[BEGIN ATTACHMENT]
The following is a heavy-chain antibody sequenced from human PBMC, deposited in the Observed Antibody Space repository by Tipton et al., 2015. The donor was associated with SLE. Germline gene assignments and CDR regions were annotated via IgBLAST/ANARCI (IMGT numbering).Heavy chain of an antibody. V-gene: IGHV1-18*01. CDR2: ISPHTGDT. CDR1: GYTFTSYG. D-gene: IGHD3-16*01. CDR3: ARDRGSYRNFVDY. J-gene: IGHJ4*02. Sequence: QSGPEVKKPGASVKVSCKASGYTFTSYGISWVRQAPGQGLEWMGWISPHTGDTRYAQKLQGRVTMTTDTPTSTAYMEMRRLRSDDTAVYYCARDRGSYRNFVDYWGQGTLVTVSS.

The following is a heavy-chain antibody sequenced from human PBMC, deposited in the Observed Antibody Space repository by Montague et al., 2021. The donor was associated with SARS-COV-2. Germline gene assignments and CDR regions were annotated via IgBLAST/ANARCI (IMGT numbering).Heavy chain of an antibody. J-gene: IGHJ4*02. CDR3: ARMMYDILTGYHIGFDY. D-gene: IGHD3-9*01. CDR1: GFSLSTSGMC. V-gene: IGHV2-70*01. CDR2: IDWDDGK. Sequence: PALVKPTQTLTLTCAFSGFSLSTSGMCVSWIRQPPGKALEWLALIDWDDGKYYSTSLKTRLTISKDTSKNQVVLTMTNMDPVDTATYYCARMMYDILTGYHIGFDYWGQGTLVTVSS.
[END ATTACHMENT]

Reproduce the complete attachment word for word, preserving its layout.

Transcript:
The following is a heavy-chain antibody sequenced from human PBMC, deposited in the Observed Antibody Space repository by Tipton et al., 2015. The donor was associated with SLE. Germline gene assignments and CDR regions were annotated via IgBLAST/ANARCI (IMGT numbering).Heavy chain of an antibody. V-gene: IGHV1-18*01. CDR2: ISPHTGDT. CDR1: GYTFTSYG. D-gene: IGHD3-16*01. CDR3: ARDRGSYRNFVDY. J-gene: IGHJ4*02. Sequence: QSGPEVKKPGASVKVSCKASGYTFTSYGISWVRQAPGQGLEWMGWISPHTGDTRYAQKLQGRVTMTTDTPTSTAYMEMRRLRSDDTAVYYCARDRGSYRNFVDYWGQGTLVTVSS.

The following is a heavy-chain antibody sequenced from human PBMC, deposited in the Observed Antibody Space repository by Montague et al., 2021. The donor was associated with SARS-COV-2. Germline gene assignments and CDR regions were annotated via IgBLAST/ANARCI (IMGT numbering).Heavy chain of an antibody. J-gene: IGHJ4*02. CDR3: ARMMYDILTGYHIGFDY. D-gene: IGHD3-9*01. CDR1: GFSLSTSGMC. V-gene: IGHV2-70*01. CDR2: IDWDDGK. Sequence: PALVKPTQTLTLTCAFSGFSLSTSGMCVSWIRQPPGKALEWLALIDWDDGKYYSTSLKTRLTISKDTSKNQVVLTMTNMDPVDTATYYCARMMYDILTGYHIGFDYWGQGTLVTVSS.